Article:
Ordinary Women: Extraordinary Stories

Ordinary Women: Extraordinary Stories. Poppies and the photo of Ridwan, a Somali woman wearing a dark hijab.

International Women’s Day is often synonymous with the progress of women, celebrating human rights, and reflection on the women who have inspired us including political figures, leaders, and activists. These are women who the world may not recognise nor are their voices heard across the globe but they are captivating and are imperative in how much we look forward to our future and life. 

My name is Ridwan, I’m 29 years old, and I was born in Mogadishu, Somalia. My dad passed away when I was young, and so my mom took on the role of both a father and a mother. She made sure that we went to school as she believed that with education, we could become whoever we wanted to be. I completed high school in 2014. I wanted to pursue my higher education back then, but our economic situation did not allow it. 

In 2017, I decided to come to Malaysia because the situation became dangerous in my hometown. I came here alone and started working in restaurants and hotels to make ends meet. I later heard about a Somali refugee community in Kuala Lumpur, and I was curious to see what they do and how I could be involved. I slowly started volunteering at Save School for Somali Children, and eventually, I was offered to teach full-time there. I did not have any qualifications to teach, but I made sure I attended training on how to teach, as well as professional development courses so that I could gain the right skills, particularly in teaching English, Mathematics, and Science.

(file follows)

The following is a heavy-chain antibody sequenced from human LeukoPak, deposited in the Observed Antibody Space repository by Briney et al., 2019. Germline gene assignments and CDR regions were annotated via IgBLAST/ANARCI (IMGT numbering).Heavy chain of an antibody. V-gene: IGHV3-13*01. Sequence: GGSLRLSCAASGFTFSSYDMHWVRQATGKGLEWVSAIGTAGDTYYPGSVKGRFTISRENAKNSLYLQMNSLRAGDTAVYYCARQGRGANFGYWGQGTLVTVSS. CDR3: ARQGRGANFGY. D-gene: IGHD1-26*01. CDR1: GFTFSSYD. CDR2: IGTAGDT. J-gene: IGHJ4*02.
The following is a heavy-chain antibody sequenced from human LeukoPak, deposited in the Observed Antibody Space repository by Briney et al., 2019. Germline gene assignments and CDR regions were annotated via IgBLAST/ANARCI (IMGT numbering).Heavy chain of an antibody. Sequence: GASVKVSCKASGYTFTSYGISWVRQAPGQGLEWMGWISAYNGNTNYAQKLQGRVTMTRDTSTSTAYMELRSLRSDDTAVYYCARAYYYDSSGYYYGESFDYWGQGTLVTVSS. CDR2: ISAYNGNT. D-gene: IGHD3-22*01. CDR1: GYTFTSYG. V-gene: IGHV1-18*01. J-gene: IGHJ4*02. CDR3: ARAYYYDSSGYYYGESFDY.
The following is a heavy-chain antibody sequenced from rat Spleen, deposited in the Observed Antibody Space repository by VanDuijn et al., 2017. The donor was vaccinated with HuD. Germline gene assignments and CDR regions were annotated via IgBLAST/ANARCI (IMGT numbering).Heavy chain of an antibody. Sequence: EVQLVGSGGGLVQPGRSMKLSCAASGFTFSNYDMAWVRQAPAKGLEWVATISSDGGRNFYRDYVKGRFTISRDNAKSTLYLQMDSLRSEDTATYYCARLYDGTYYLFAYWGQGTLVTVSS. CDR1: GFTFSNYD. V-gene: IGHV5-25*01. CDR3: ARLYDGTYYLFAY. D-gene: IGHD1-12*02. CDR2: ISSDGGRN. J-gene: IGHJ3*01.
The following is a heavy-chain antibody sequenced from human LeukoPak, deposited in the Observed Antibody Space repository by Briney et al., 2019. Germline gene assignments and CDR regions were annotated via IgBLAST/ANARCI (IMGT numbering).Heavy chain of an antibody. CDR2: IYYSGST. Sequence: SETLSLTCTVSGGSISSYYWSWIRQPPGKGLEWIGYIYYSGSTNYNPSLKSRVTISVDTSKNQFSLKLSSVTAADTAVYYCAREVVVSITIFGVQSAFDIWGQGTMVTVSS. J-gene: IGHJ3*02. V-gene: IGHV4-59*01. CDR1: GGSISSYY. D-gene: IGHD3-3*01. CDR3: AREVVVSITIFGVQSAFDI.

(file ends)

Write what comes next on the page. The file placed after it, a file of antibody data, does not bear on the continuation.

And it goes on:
I also volunteered at the Somali Women Association Malaysia (SWAM), and through them, I learnt more about the issues faced by refugee women, especially in my community. Soon after that, I joined the Somali Refugee Community (SRC). In this center, I wear several hats, from organizing events and programs to managing the primary and secondary school. I’m also one of the main focal points for the support program provided for single mothers in my community. While this is a voluntary role with very little pay, I continue to be actively involved in the center because I love helping others. But in order for me to survive, I took on a full-time paid teaching job at another refugee school; through this, I am able to support myself as I’m also planning to one day continue a degree in business management which I started in 2018 but was unable to finish it due to financial issues I faced during the COVID-19 Pandemic.